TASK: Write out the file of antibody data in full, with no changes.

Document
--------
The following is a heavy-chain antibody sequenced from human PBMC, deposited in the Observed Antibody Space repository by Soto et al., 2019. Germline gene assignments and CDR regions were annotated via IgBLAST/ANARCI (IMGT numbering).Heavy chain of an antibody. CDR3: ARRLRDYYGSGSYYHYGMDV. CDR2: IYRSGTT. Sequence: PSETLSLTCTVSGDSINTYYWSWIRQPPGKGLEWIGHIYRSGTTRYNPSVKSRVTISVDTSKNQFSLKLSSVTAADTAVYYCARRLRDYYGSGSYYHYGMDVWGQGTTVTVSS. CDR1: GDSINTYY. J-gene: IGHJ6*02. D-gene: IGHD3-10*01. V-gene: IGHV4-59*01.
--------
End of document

The following is a heavy-chain antibody sequenced from human PBMC, deposited in the Observed Antibody Space repository by Soto et al., 2019. Germline gene assignments and CDR regions were annotated via IgBLAST/ANARCI (IMGT numbering).Heavy chain of an antibody. CDR3: ARRLRDYYGSGSYYHYGMDV. CDR2: IYRSGTT. Sequence: PSETLSLTCTVSGDSINTYYWSWIRQPPGKGLEWIGHIYRSGTTRYNPSVKSRVTISVDTSKNQFSLKLSSVTAADTAVYYCARRLRDYYGSGSYYHYGMDVWGQGTTVTVSS. CDR1: GDSINTYY. J-gene: IGHJ6*02. D-gene: IGHD3-10*01. V-gene: IGHV4-59*01.